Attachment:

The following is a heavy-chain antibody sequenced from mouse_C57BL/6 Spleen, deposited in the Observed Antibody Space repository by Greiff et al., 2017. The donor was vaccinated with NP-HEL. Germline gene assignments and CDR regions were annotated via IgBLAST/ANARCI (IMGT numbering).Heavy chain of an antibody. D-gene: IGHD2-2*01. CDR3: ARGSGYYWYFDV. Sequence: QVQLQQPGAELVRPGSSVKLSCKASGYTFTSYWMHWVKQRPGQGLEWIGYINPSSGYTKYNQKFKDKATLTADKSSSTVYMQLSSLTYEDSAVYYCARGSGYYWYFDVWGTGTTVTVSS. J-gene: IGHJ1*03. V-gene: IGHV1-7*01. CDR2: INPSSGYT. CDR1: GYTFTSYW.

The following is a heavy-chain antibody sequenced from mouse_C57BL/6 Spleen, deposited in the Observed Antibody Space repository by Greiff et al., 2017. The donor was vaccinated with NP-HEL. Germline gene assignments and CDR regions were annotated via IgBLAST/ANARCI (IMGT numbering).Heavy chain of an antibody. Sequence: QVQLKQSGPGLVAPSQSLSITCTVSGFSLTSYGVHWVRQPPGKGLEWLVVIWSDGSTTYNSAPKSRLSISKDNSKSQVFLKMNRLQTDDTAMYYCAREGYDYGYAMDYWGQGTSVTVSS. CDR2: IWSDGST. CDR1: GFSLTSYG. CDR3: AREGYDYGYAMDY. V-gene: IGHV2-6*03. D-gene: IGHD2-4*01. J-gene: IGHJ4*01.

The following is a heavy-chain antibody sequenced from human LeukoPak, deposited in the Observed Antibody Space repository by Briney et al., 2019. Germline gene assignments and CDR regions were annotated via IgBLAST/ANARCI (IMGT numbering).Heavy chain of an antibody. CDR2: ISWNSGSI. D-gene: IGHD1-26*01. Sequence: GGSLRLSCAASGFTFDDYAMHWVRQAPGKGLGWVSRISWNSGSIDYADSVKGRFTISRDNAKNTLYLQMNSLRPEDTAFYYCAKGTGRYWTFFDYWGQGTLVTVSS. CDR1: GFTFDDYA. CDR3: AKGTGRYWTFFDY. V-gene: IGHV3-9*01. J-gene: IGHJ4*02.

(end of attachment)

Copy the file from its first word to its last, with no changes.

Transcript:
The following is a heavy-chain antibody sequenced from mouse_C57BL/6 Spleen, deposited in the Observed Antibody Space repository by Greiff et al., 2017. The donor was vaccinated with NP-HEL. Germline gene assignments and CDR regions were annotated via IgBLAST/ANARCI (IMGT numbering).Heavy chain of an antibody. D-gene: IGHD2-2*01. CDR3: ARGSGYYWYFDV. Sequence: QVQLQQPGAELVRPGSSVKLSCKASGYTFTSYWMHWVKQRPGQGLEWIGYINPSSGYTKYNQKFKDKATLTADKSSSTVYMQLSSLTYEDSAVYYCARGSGYYWYFDVWGTGTTVTVSS. J-gene: IGHJ1*03. V-gene: IGHV1-7*01. CDR2: INPSSGYT. CDR1: GYTFTSYW.

The following is a heavy-chain antibody sequenced from mouse_C57BL/6 Spleen, deposited in the Observed Antibody Space repository by Greiff et al., 2017. The donor was vaccinated with NP-HEL. Germline gene assignments and CDR regions were annotated via IgBLAST/ANARCI (IMGT numbering).Heavy chain of an antibody. Sequence: QVQLKQSGPGLVAPSQSLSITCTVSGFSLTSYGVHWVRQPPGKGLEWLVVIWSDGSTTYNSAPKSRLSISKDNSKSQVFLKMNRLQTDDTAMYYCAREGYDYGYAMDYWGQGTSVTVSS. CDR2: IWSDGST. CDR1: GFSLTSYG. CDR3: AREGYDYGYAMDY. V-gene: IGHV2-6*03. D-gene: IGHD2-4*01. J-gene: IGHJ4*01.

The following is a heavy-chain antibody sequenced from human LeukoPak, deposited in the Observed Antibody Space repository by Briney et al., 2019. Germline gene assignments and CDR regions were annotated via IgBLAST/ANARCI (IMGT numbering).Heavy chain of an antibody. CDR2: ISWNSGSI. D-gene: IGHD1-26*01. Sequence: GGSLRLSCAASGFTFDDYAMHWVRQAPGKGLGWVSRISWNSGSIDYADSVKGRFTISRDNAKNTLYLQMNSLRPEDTAFYYCAKGTGRYWTFFDYWGQGTLVTVSS. CDR1: GFTFDDYA. CDR3: AKGTGRYWTFFDY. V-gene: IGHV3-9*01. J-gene: IGHJ4*02.